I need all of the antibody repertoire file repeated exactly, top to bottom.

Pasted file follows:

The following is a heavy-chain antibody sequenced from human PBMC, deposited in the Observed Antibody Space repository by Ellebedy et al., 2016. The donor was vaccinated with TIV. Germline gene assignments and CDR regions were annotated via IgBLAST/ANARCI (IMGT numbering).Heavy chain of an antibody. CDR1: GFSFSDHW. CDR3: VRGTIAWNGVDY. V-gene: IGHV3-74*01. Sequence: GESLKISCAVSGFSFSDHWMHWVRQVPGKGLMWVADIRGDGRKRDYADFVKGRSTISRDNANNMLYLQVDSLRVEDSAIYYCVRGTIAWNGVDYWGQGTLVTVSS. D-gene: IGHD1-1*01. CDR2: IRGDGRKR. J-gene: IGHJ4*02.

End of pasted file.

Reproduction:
The following is a heavy-chain antibody sequenced from human PBMC, deposited in the Observed Antibody Space repository by Ellebedy et al., 2016. The donor was vaccinated with TIV. Germline gene assignments and CDR regions were annotated via IgBLAST/ANARCI (IMGT numbering).Heavy chain of an antibody. CDR1: GFSFSDHW. CDR3: VRGTIAWNGVDY. V-gene: IGHV3-74*01. Sequence: GESLKISCAVSGFSFSDHWMHWVRQVPGKGLMWVADIRGDGRKRDYADFVKGRSTISRDNANNMLYLQVDSLRVEDSAIYYCVRGTIAWNGVDYWGQGTLVTVSS. D-gene: IGHD1-1*01. CDR2: IRGDGRKR. J-gene: IGHJ4*02.